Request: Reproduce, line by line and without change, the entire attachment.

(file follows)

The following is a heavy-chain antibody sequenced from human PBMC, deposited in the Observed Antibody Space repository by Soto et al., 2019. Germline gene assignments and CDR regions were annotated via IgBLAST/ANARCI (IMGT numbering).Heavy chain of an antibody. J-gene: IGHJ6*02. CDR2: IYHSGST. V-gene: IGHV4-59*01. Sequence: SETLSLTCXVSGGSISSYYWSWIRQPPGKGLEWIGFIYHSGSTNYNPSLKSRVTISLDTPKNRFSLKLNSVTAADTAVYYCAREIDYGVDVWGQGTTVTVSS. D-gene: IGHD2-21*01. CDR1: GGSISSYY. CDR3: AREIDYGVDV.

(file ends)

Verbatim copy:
The following is a heavy-chain antibody sequenced from human PBMC, deposited in the Observed Antibody Space repository by Soto et al., 2019. Germline gene assignments and CDR regions were annotated via IgBLAST/ANARCI (IMGT numbering).Heavy chain of an antibody. J-gene: IGHJ6*02. CDR2: IYHSGST. V-gene: IGHV4-59*01. Sequence: SETLSLTCXVSGGSISSYYWSWIRQPPGKGLEWIGFIYHSGSTNYNPSLKSRVTISLDTPKNRFSLKLNSVTAADTAVYYCAREIDYGVDVWGQGTTVTVSS. D-gene: IGHD2-21*01. CDR1: GGSISSYY. CDR3: AREIDYGVDV.